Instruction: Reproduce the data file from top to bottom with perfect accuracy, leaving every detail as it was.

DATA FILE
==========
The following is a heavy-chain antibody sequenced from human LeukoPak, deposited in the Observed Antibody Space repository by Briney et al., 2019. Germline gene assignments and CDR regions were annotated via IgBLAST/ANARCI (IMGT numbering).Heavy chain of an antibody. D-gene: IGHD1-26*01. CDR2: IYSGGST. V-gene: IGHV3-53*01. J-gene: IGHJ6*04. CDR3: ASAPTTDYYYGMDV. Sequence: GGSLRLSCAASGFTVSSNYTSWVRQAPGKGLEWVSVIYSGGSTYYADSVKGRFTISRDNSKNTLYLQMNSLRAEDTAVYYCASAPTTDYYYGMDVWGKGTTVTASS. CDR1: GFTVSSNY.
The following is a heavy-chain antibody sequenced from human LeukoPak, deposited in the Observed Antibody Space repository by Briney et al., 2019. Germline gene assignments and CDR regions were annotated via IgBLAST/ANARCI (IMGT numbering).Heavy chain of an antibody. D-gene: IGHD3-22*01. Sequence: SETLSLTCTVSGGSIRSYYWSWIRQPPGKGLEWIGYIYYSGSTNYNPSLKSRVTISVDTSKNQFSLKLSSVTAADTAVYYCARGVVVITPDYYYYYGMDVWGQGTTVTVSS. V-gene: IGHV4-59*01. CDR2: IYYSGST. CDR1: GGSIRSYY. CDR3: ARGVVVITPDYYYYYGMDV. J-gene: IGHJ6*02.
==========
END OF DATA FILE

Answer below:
The following is a heavy-chain antibody sequenced from human LeukoPak, deposited in the Observed Antibody Space repository by Briney et al., 2019. Germline gene assignments and CDR regions were annotated via IgBLAST/ANARCI (IMGT numbering).Heavy chain of an antibody. D-gene: IGHD1-26*01. CDR2: IYSGGST. V-gene: IGHV3-53*01. J-gene: IGHJ6*04. CDR3: ASAPTTDYYYGMDV. Sequence: GGSLRLSCAASGFTVSSNYTSWVRQAPGKGLEWVSVIYSGGSTYYADSVKGRFTISRDNSKNTLYLQMNSLRAEDTAVYYCASAPTTDYYYGMDVWGKGTTVTASS. CDR1: GFTVSSNY.
The following is a heavy-chain antibody sequenced from human LeukoPak, deposited in the Observed Antibody Space repository by Briney et al., 2019. Germline gene assignments and CDR regions were annotated via IgBLAST/ANARCI (IMGT numbering).Heavy chain of an antibody. D-gene: IGHD3-22*01. Sequence: SETLSLTCTVSGGSIRSYYWSWIRQPPGKGLEWIGYIYYSGSTNYNPSLKSRVTISVDTSKNQFSLKLSSVTAADTAVYYCARGVVVITPDYYYYYGMDVWGQGTTVTVSS. V-gene: IGHV4-59*01. CDR2: IYYSGST. CDR1: GGSIRSYY. CDR3: ARGVVVITPDYYYYYGMDV. J-gene: IGHJ6*02.